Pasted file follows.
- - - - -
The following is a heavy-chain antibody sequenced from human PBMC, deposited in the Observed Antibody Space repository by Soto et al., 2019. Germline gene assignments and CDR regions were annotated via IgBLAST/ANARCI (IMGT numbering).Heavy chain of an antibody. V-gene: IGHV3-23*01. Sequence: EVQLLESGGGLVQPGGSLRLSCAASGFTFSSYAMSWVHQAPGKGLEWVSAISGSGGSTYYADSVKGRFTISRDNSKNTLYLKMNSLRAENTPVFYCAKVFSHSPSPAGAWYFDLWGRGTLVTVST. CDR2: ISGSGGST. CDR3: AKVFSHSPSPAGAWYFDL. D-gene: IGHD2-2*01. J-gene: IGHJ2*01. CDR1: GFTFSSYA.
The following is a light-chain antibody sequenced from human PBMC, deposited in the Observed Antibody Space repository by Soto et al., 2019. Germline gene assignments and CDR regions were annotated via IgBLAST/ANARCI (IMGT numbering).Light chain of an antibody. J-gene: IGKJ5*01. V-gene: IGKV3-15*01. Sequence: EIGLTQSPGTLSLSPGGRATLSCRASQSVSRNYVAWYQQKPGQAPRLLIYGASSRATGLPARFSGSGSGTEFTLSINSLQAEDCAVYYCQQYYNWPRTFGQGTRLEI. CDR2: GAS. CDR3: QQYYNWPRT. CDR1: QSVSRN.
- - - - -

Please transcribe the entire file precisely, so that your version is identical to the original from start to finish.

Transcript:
The following is a heavy-chain antibody sequenced from human PBMC, deposited in the Observed Antibody Space repository by Soto et al., 2019. Germline gene assignments and CDR regions were annotated via IgBLAST/ANARCI (IMGT numbering).Heavy chain of an antibody. V-gene: IGHV3-23*01. Sequence: EVQLLESGGGLVQPGGSLRLSCAASGFTFSSYAMSWVHQAPGKGLEWVSAISGSGGSTYYADSVKGRFTISRDNSKNTLYLKMNSLRAENTPVFYCAKVFSHSPSPAGAWYFDLWGRGTLVTVST. CDR2: ISGSGGST. CDR3: AKVFSHSPSPAGAWYFDL. D-gene: IGHD2-2*01. J-gene: IGHJ2*01. CDR1: GFTFSSYA.
The following is a light-chain antibody sequenced from human PBMC, deposited in the Observed Antibody Space repository by Soto et al., 2019. Germline gene assignments and CDR regions were annotated via IgBLAST/ANARCI (IMGT numbering).Light chain of an antibody. J-gene: IGKJ5*01. V-gene: IGKV3-15*01. Sequence: EIGLTQSPGTLSLSPGGRATLSCRASQSVSRNYVAWYQQKPGQAPRLLIYGASSRATGLPARFSGSGSGTEFTLSINSLQAEDCAVYYCQQYYNWPRTFGQGTRLEI. CDR2: GAS. CDR3: QQYYNWPRT. CDR1: QSVSRN.